Wichita Aero Club
February 2, 2017

Picture Perfect: A Career in the Clouds

People in business aviation are so lucky. Not only do they get to manufacture, market, sell and fly amazing aircraft; they get to work with some of the best people on the planet.

The Wichita Aero Club gala is always a special evening for the Air Capital of the World. We come together to celebrate a member of our community who’s truly left a mark on the aviation industry. I was beaming with pride last Saturday evening as my dad, world-renowned aviation photographer, Paul Bowen, received the honor.

Paul Bowen

Paul Bowen, 2016 WAC Trophy Recipient

Since 1972, he has been producing the world’s most creative, memorable and enduring air-to-air images. His long list of accolades includes the San Diego Air & Space Museum International Hall of Fame, Flying Magazine’s 51 Heroes of Aviation, Kansas Aviation Hall of Fame, and Canon’s Explorers of Light. He has been part of more than 1,000 magazine covers and ad campaigns.

Naturally, it’s wonderful to see your dad singled out for recognition. As he gave the narrative of his career using his images, he started off by saying:

“When I go to a concert, my favorite part is when the artist tells stories so you leave knowing them and their music better. So that’s what I’m going to do tonight.”

Paul Bowen accepts the WAC Trophy

Paul Bowen accepts the 2016 WAC Trophy

Each image that came up on the screen was a reminder of the amazing people Dad has worked with over the years. And specifically, how filled with heroes and mentors this industry is. Perhaps this comes from aviation’s unique 40,000-foot view. Or the element of risk and responsibility assumed from those pushing new boundaries. Or the deals made on a handshake and a person’s word.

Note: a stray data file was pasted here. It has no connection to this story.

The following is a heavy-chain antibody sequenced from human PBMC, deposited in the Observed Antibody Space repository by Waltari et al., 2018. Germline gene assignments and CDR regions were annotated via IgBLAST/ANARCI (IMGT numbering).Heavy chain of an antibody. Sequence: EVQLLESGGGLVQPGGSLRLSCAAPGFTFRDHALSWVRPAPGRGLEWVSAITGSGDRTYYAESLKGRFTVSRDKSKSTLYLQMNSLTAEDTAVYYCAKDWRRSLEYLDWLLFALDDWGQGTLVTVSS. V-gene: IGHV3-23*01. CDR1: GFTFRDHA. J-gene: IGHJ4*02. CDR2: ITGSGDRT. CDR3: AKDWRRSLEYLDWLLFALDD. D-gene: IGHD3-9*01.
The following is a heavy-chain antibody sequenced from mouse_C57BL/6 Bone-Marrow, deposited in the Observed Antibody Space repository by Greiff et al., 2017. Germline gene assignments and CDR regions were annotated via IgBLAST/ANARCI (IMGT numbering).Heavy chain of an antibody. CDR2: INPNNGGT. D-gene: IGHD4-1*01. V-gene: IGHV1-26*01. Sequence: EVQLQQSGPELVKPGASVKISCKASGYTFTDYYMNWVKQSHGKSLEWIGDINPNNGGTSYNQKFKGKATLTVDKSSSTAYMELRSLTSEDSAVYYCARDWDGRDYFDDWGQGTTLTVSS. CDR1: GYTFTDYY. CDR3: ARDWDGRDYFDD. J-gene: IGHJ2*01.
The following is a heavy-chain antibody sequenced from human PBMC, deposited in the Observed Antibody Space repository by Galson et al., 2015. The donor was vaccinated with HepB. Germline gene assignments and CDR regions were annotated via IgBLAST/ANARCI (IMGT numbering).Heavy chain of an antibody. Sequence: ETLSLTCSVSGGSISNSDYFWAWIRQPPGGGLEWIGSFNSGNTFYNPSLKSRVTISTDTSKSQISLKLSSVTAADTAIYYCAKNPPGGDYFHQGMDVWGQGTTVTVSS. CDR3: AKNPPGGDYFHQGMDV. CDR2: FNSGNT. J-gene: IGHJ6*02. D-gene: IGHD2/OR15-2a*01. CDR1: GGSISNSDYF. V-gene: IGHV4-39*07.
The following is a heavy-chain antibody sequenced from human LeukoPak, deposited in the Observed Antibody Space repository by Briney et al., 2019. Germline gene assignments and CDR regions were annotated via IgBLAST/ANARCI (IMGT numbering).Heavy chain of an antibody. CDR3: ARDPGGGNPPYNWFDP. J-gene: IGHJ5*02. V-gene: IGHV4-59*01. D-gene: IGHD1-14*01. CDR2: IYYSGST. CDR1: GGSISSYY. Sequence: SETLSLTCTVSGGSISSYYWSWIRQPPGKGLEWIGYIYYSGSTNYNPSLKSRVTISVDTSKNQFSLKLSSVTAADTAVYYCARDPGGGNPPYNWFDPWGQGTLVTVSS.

Whatever the reason, I can’t imagine an industry more defined by its close, trusted relationships. And Dad’s friendships are a testament to that.

Gene Cernan, last man on the moon; Neil Armstrong, first man on the moon; and Bob Hoover, one of the most accomplished pilots who ever lived. Photo: Paul Bowen.

One of the many stories he told was about a photo he took of Gene Cernan, last man on the moon; Neil Armstrong, first man on the moon; and Bob Hoover, one of the most accomplished pilots who ever lived.
Several years ago, Dad found them all chatting in a bar after an intimate gathering they had attended celebrating Hoover’s 90th birthday.

While the sight of these three American heroes gathered together is awe-inspiring, the truth behind the photo is that Armstrong and Cernan were standing on either side of their hero, Hoover.

Dad was fortunate enough to capture that shot and to consider these men his friends.

Dad reminded us that heroes aren’t only those who’ve been to the moon and back. It’s the pilots who enable him to do his job. The men and women who power this industry from the factory floor to the boardroom. Dad gave a nod to Russ Meyer, Cessna Aircraft Company chairman emeritus and aviation crusader, as his “ultimate hero.” From the comments I heard throughout the night, I know many look up to Dad. I also know what Dad would say about that. Because he said it to the full ballroom at the gala.

Paul Bowen has spent more time in the gunner position of a Mitchel B-25 than anyone who fought in World War II. Photo courtesy of Paul Bowen.

“I’m just a kid with a camera pursuing his passion and taking photographs of other people pursuing their passions,” he said. “I have the best job in aviation.”


Special thanks to Ashley Bowen Cook for the contribution, originally published on Blue Sky Business Aviation News. 

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